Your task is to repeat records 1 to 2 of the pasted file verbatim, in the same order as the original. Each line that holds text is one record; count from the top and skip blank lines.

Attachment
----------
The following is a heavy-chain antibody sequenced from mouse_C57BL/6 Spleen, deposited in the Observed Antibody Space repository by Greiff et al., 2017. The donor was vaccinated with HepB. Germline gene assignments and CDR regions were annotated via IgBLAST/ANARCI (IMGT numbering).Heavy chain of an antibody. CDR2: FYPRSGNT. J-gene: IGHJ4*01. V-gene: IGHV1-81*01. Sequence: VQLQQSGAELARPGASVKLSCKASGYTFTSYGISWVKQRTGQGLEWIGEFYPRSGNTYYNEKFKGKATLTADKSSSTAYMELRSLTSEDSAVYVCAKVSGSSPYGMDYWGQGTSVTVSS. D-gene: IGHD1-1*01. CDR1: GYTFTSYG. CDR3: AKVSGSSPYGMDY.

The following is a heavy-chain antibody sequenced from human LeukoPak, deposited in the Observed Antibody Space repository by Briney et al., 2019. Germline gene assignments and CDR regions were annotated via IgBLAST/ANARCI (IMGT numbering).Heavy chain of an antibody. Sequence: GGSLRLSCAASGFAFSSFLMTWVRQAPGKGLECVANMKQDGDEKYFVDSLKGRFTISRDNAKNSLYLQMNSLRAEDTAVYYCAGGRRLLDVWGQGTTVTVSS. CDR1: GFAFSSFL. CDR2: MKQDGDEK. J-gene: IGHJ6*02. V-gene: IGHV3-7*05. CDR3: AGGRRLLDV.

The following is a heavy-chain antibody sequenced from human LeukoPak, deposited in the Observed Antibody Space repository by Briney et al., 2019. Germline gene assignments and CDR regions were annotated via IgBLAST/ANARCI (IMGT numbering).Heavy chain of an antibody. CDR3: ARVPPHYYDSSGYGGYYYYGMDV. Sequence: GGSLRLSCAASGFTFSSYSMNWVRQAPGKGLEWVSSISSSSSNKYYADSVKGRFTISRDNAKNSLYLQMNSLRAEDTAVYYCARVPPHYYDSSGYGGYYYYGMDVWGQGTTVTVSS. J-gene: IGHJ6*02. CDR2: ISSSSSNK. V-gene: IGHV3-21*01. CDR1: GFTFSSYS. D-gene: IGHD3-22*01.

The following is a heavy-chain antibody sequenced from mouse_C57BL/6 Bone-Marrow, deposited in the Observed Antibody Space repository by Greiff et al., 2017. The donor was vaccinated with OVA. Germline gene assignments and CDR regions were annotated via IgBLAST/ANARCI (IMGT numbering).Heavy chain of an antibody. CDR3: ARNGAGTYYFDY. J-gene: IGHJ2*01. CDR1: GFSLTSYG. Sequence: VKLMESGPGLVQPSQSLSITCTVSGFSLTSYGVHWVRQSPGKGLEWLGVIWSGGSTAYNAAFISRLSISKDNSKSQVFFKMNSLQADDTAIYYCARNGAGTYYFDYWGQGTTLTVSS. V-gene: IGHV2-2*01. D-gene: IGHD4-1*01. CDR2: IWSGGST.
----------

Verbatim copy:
The following is a heavy-chain antibody sequenced from mouse_C57BL/6 Spleen, deposited in the Observed Antibody Space repository by Greiff et al., 2017. The donor was vaccinated with HepB. Germline gene assignments and CDR regions were annotated via IgBLAST/ANARCI (IMGT numbering).Heavy chain of an antibody. CDR2: FYPRSGNT. J-gene: IGHJ4*01. V-gene: IGHV1-81*01. Sequence: VQLQQSGAELARPGASVKLSCKASGYTFTSYGISWVKQRTGQGLEWIGEFYPRSGNTYYNEKFKGKATLTADKSSSTAYMELRSLTSEDSAVYVCAKVSGSSPYGMDYWGQGTSVTVSS. D-gene: IGHD1-1*01. CDR1: GYTFTSYG. CDR3: AKVSGSSPYGMDY.

The following is a heavy-chain antibody sequenced from human LeukoPak, deposited in the Observed Antibody Space repository by Briney et al., 2019. Germline gene assignments and CDR regions were annotated via IgBLAST/ANARCI (IMGT numbering).Heavy chain of an antibody. Sequence: GGSLRLSCAASGFAFSSFLMTWVRQAPGKGLECVANMKQDGDEKYFVDSLKGRFTISRDNAKNSLYLQMNSLRAEDTAVYYCAGGRRLLDVWGQGTTVTVSS. CDR1: GFAFSSFL. CDR2: MKQDGDEK. J-gene: IGHJ6*02. V-gene: IGHV3-7*05. CDR3: AGGRRLLDV.